How to cut down on medical mistakes
What's the best way to cut down on medical mistakes? If you're thinking "improve safety and learn from previous mistakes," then you don't have what it takes to be a doctor these days.
No, here's their idea of boosting safety: Change the definition of "mistake" so it doesn't include your own screw-up -- and whatever you do, don't report it... don't investigate it... and don't take steps to make sure it never happens again.
There. Except for the dead patient, it's like it never happened.
Believe it or not, that's not some wild exaggeration -- that's the picture of American hospitals painted by a damning new report from our own government.
The Department of Health and Human Services says six out of seven medical mistakes are never reported, as required under Medicare rules -- in many cases because these mistakes happen so often that doctors and nurses don't even think of them as mistakes!
Injuries, infections, wrong meds, overdoses, bedsores, patient mix-ups -- you name it, it's happening... and it's happening thousands of times a day.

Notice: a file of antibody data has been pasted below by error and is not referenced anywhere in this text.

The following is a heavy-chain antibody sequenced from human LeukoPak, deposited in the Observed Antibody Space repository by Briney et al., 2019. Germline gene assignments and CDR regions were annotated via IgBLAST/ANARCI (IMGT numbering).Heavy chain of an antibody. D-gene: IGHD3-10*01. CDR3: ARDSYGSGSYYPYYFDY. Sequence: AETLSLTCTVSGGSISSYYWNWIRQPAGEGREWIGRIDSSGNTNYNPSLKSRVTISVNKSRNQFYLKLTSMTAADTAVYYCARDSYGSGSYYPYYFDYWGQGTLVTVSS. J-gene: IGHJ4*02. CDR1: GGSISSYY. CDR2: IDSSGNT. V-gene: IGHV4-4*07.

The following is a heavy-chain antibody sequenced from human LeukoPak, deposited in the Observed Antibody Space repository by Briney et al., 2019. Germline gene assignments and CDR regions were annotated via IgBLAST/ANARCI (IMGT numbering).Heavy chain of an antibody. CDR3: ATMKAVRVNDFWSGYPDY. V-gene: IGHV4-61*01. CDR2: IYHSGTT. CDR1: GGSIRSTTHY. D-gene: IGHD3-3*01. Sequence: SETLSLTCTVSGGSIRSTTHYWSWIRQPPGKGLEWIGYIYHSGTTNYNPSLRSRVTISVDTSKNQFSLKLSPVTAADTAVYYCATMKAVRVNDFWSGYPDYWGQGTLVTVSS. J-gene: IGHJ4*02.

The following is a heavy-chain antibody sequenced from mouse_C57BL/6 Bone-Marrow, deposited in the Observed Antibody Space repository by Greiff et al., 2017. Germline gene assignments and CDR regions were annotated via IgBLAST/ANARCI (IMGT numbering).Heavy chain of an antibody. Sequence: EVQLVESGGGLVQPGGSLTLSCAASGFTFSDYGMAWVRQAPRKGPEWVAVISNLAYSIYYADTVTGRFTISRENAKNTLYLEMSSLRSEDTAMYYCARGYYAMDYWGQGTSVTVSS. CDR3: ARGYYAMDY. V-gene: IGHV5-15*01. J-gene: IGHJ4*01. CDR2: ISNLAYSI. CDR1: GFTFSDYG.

That's why doctors and nurses are REQUIRED to report them... that's why hospitals are REQUIRED to keep a record on them.
But according to the new report, only a fraction of those mistakes are reported -- and only a fraction of those ever lead to changes in policy or practice designed to prevent the mistake from happening again.
That's why 130,000 patients are hurt -- and 15,000 people are KILLED -- by medical screw-ups every single month.
And that's why it's going to keep happening.
Want to know what's really scary here? Those are just the numbers for Medicare patients. Throw in everyone else, and who knows how high the real numbers are -- but it's clear your life is on the line every time you set foot in a hospital.